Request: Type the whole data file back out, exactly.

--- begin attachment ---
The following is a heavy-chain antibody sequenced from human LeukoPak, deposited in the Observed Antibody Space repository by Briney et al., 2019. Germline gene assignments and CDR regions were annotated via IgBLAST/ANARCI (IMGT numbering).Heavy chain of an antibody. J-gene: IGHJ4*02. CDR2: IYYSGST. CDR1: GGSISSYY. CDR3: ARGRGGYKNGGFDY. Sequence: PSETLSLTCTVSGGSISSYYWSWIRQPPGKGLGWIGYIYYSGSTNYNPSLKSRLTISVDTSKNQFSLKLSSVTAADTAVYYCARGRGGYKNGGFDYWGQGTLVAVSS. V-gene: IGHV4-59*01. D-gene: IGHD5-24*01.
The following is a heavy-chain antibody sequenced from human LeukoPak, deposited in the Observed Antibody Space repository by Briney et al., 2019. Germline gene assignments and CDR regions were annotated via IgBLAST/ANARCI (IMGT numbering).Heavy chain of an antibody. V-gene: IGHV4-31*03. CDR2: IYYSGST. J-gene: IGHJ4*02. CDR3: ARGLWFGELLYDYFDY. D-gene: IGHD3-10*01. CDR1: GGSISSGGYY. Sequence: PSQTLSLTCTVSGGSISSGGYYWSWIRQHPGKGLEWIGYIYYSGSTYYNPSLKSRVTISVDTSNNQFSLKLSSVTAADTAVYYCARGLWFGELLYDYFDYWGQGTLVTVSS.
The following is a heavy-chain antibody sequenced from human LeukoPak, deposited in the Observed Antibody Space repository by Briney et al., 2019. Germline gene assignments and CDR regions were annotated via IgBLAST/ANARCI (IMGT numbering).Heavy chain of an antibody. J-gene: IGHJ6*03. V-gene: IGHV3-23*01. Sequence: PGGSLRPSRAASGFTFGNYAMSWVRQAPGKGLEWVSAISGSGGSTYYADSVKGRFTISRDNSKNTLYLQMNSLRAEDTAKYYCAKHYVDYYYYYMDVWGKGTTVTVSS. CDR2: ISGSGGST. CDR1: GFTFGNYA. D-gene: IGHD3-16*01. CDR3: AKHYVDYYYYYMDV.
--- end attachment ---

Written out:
The following is a heavy-chain antibody sequenced from human LeukoPak, deposited in the Observed Antibody Space repository by Briney et al., 2019. Germline gene assignments and CDR regions were annotated via IgBLAST/ANARCI (IMGT numbering).Heavy chain of an antibody. J-gene: IGHJ4*02. CDR2: IYYSGST. CDR1: GGSISSYY. CDR3: ARGRGGYKNGGFDY. Sequence: PSETLSLTCTVSGGSISSYYWSWIRQPPGKGLGWIGYIYYSGSTNYNPSLKSRLTISVDTSKNQFSLKLSSVTAADTAVYYCARGRGGYKNGGFDYWGQGTLVAVSS. V-gene: IGHV4-59*01. D-gene: IGHD5-24*01.
The following is a heavy-chain antibody sequenced from human LeukoPak, deposited in the Observed Antibody Space repository by Briney et al., 2019. Germline gene assignments and CDR regions were annotated via IgBLAST/ANARCI (IMGT numbering).Heavy chain of an antibody. V-gene: IGHV4-31*03. CDR2: IYYSGST. J-gene: IGHJ4*02. CDR3: ARGLWFGELLYDYFDY. D-gene: IGHD3-10*01. CDR1: GGSISSGGYY. Sequence: PSQTLSLTCTVSGGSISSGGYYWSWIRQHPGKGLEWIGYIYYSGSTYYNPSLKSRVTISVDTSNNQFSLKLSSVTAADTAVYYCARGLWFGELLYDYFDYWGQGTLVTVSS.
The following is a heavy-chain antibody sequenced from human LeukoPak, deposited in the Observed Antibody Space repository by Briney et al., 2019. Germline gene assignments and CDR regions were annotated via IgBLAST/ANARCI (IMGT numbering).Heavy chain of an antibody. J-gene: IGHJ6*03. V-gene: IGHV3-23*01. Sequence: PGGSLRPSRAASGFTFGNYAMSWVRQAPGKGLEWVSAISGSGGSTYYADSVKGRFTISRDNSKNTLYLQMNSLRAEDTAKYYCAKHYVDYYYYYMDVWGKGTTVTVSS. CDR2: ISGSGGST. CDR1: GFTFGNYA. D-gene: IGHD3-16*01. CDR3: AKHYVDYYYYYMDV.